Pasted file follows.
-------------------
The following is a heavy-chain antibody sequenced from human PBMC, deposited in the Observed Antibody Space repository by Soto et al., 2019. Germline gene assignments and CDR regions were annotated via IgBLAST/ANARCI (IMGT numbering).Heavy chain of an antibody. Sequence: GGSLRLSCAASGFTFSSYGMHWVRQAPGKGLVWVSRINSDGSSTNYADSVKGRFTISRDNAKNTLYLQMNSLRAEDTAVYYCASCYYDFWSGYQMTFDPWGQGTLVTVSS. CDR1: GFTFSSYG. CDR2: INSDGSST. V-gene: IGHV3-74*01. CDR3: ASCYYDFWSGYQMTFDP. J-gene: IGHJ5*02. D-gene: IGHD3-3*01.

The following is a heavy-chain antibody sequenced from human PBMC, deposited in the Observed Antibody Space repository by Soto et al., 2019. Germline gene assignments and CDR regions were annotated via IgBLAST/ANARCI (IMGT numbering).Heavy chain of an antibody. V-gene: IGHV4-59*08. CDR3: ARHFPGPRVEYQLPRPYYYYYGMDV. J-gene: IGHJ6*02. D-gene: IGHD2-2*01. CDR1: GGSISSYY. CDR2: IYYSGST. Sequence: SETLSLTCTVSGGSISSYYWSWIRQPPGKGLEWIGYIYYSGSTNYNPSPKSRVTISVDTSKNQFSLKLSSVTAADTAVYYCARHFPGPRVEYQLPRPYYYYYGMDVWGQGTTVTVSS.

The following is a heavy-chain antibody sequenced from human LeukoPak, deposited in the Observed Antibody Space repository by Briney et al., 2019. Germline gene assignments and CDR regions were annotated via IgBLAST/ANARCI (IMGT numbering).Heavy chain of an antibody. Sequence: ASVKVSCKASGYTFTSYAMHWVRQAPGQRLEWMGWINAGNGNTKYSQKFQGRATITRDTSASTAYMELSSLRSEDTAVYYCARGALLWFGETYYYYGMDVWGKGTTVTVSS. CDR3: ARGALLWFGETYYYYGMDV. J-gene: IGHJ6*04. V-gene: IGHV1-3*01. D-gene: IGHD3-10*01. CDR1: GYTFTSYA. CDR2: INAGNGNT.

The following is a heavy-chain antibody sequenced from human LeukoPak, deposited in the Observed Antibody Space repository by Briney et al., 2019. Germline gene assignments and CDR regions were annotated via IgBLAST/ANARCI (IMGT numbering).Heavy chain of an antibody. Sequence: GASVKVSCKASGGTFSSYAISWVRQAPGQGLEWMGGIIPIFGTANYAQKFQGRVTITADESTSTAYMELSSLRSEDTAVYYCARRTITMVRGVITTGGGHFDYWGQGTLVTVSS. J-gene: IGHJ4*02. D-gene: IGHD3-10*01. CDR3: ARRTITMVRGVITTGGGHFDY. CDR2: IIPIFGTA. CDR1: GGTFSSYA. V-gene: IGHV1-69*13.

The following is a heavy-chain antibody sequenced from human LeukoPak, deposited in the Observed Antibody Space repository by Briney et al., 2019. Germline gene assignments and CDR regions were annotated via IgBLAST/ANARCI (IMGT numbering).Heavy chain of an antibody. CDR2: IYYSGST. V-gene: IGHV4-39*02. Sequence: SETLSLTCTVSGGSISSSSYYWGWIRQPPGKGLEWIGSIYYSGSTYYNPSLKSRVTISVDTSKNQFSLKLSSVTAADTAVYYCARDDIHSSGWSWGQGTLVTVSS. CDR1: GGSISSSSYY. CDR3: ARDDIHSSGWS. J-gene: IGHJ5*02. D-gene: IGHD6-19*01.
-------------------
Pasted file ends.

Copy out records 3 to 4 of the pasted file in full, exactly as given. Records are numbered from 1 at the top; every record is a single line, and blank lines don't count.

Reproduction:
The following is a heavy-chain antibody sequenced from human LeukoPak, deposited in the Observed Antibody Space repository by Briney et al., 2019. Germline gene assignments and CDR regions were annotated via IgBLAST/ANARCI (IMGT numbering).Heavy chain of an antibody. Sequence: ASVKVSCKASGYTFTSYAMHWVRQAPGQRLEWMGWINAGNGNTKYSQKFQGRATITRDTSASTAYMELSSLRSEDTAVYYCARGALLWFGETYYYYGMDVWGKGTTVTVSS. CDR3: ARGALLWFGETYYYYGMDV. J-gene: IGHJ6*04. V-gene: IGHV1-3*01. D-gene: IGHD3-10*01. CDR1: GYTFTSYA. CDR2: INAGNGNT.

The following is a heavy-chain antibody sequenced from human LeukoPak, deposited in the Observed Antibody Space repository by Briney et al., 2019. Germline gene assignments and CDR regions were annotated via IgBLAST/ANARCI (IMGT numbering).Heavy chain of an antibody. Sequence: GASVKVSCKASGGTFSSYAISWVRQAPGQGLEWMGGIIPIFGTANYAQKFQGRVTITADESTSTAYMELSSLRSEDTAVYYCARRTITMVRGVITTGGGHFDYWGQGTLVTVSS. J-gene: IGHJ4*02. D-gene: IGHD3-10*01. CDR3: ARRTITMVRGVITTGGGHFDY. CDR2: IIPIFGTA. CDR1: GGTFSSYA. V-gene: IGHV1-69*13.